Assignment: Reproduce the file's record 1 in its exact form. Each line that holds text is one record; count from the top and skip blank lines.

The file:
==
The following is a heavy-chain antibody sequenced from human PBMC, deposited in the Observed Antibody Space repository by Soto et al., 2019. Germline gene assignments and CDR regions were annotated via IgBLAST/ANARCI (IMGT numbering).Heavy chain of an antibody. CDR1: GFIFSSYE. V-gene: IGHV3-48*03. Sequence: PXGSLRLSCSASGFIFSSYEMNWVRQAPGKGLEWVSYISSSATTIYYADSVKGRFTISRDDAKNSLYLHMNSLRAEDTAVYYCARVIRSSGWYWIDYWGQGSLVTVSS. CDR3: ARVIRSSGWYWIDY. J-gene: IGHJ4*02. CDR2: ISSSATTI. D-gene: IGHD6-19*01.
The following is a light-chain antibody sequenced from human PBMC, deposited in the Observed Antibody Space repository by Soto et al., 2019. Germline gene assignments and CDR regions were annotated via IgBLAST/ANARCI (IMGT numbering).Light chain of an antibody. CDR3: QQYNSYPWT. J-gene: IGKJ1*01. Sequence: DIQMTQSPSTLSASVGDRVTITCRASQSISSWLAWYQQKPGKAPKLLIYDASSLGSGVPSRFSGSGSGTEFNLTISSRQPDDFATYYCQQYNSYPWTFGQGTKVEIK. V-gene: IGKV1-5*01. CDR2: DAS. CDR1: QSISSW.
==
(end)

The following is a heavy-chain antibody sequenced from human PBMC, deposited in the Observed Antibody Space repository by Soto et al., 2019. Germline gene assignments and CDR regions were annotated via IgBLAST/ANARCI (IMGT numbering).Heavy chain of an antibody. CDR1: GFIFSSYE. V-gene: IGHV3-48*03. Sequence: PXGSLRLSCSASGFIFSSYEMNWVRQAPGKGLEWVSYISSSATTIYYADSVKGRFTISRDDAKNSLYLHMNSLRAEDTAVYYCARVIRSSGWYWIDYWGQGSLVTVSS. CDR3: ARVIRSSGWYWIDY. J-gene: IGHJ4*02. CDR2: ISSSATTI. D-gene: IGHD6-19*01.